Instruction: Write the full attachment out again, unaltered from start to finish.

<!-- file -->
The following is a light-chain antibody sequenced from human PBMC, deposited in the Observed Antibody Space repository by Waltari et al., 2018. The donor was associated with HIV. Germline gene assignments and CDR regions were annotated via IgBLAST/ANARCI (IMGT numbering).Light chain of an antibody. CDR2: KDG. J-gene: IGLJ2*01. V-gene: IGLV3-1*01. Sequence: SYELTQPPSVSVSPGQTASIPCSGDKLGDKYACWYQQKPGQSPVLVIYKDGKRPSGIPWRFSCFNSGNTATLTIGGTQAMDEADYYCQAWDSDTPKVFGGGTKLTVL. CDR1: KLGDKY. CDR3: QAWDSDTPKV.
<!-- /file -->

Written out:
The following is a light-chain antibody sequenced from human PBMC, deposited in the Observed Antibody Space repository by Waltari et al., 2018. The donor was associated with HIV. Germline gene assignments and CDR regions were annotated via IgBLAST/ANARCI (IMGT numbering).Light chain of an antibody. CDR2: KDG. J-gene: IGLJ2*01. V-gene: IGLV3-1*01. Sequence: SYELTQPPSVSVSPGQTASIPCSGDKLGDKYACWYQQKPGQSPVLVIYKDGKRPSGIPWRFSCFNSGNTATLTIGGTQAMDEADYYCQAWDSDTPKVFGGGTKLTVL. CDR1: KLGDKY. CDR3: QAWDSDTPKV.